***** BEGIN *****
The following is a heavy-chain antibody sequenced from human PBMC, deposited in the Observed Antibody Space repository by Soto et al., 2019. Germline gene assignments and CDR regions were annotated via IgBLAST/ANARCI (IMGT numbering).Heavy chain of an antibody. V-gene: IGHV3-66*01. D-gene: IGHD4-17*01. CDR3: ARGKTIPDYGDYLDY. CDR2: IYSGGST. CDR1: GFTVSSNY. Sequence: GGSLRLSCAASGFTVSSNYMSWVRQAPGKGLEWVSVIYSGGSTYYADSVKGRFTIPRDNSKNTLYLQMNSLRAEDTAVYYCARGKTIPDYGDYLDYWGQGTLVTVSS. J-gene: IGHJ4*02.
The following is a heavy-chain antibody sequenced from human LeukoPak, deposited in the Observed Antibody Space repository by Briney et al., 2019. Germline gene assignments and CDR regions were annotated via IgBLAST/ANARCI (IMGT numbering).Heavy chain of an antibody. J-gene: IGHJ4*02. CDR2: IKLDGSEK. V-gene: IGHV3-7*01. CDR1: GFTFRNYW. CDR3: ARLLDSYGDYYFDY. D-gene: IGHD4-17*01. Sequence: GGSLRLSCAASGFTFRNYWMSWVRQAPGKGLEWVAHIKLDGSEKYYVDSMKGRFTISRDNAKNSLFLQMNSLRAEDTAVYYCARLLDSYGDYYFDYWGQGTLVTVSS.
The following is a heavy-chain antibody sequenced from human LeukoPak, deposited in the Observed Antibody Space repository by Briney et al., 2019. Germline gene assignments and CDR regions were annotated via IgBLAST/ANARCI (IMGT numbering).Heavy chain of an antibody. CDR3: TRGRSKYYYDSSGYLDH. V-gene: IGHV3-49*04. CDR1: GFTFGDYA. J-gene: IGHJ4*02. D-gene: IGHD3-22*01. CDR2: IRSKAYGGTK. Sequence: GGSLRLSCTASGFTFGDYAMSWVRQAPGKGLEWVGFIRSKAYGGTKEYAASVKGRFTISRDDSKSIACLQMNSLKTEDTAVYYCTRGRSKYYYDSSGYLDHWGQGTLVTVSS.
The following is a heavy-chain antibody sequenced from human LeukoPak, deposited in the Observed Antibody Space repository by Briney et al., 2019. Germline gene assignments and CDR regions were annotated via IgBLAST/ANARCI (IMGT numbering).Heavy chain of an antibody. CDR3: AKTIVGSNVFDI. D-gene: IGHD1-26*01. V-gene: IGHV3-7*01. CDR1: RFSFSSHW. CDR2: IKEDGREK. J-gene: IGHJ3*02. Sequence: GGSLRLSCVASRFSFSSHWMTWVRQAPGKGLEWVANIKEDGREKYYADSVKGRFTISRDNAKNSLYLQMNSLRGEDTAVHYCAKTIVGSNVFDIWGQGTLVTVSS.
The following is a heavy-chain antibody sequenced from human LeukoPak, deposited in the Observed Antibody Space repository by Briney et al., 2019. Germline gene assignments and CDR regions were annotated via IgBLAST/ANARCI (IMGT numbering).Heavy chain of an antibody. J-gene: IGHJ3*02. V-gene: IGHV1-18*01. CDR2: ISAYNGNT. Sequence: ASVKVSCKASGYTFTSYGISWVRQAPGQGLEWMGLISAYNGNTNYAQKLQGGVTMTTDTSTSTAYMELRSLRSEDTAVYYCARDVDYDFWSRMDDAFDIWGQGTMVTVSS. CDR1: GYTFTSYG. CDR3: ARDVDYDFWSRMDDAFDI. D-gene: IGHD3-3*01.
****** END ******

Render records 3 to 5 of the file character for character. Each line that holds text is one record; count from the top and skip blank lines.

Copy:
The following is a heavy-chain antibody sequenced from human LeukoPak, deposited in the Observed Antibody Space repository by Briney et al., 2019. Germline gene assignments and CDR regions were annotated via IgBLAST/ANARCI (IMGT numbering).Heavy chain of an antibody. CDR3: TRGRSKYYYDSSGYLDH. V-gene: IGHV3-49*04. CDR1: GFTFGDYA. J-gene: IGHJ4*02. D-gene: IGHD3-22*01. CDR2: IRSKAYGGTK. Sequence: GGSLRLSCTASGFTFGDYAMSWVRQAPGKGLEWVGFIRSKAYGGTKEYAASVKGRFTISRDDSKSIACLQMNSLKTEDTAVYYCTRGRSKYYYDSSGYLDHWGQGTLVTVSS.
The following is a heavy-chain antibody sequenced from human LeukoPak, deposited in the Observed Antibody Space repository by Briney et al., 2019. Germline gene assignments and CDR regions were annotated via IgBLAST/ANARCI (IMGT numbering).Heavy chain of an antibody. CDR3: AKTIVGSNVFDI. D-gene: IGHD1-26*01. V-gene: IGHV3-7*01. CDR1: RFSFSSHW. CDR2: IKEDGREK. J-gene: IGHJ3*02. Sequence: GGSLRLSCVASRFSFSSHWMTWVRQAPGKGLEWVANIKEDGREKYYADSVKGRFTISRDNAKNSLYLQMNSLRGEDTAVHYCAKTIVGSNVFDIWGQGTLVTVSS.
The following is a heavy-chain antibody sequenced from human LeukoPak, deposited in the Observed Antibody Space repository by Briney et al., 2019. Germline gene assignments and CDR regions were annotated via IgBLAST/ANARCI (IMGT numbering).Heavy chain of an antibody. J-gene: IGHJ3*02. V-gene: IGHV1-18*01. CDR2: ISAYNGNT. Sequence: ASVKVSCKASGYTFTSYGISWVRQAPGQGLEWMGLISAYNGNTNYAQKLQGGVTMTTDTSTSTAYMELRSLRSEDTAVYYCARDVDYDFWSRMDDAFDIWGQGTMVTVSS. CDR1: GYTFTSYG. CDR3: ARDVDYDFWSRMDDAFDI. D-gene: IGHD3-3*01.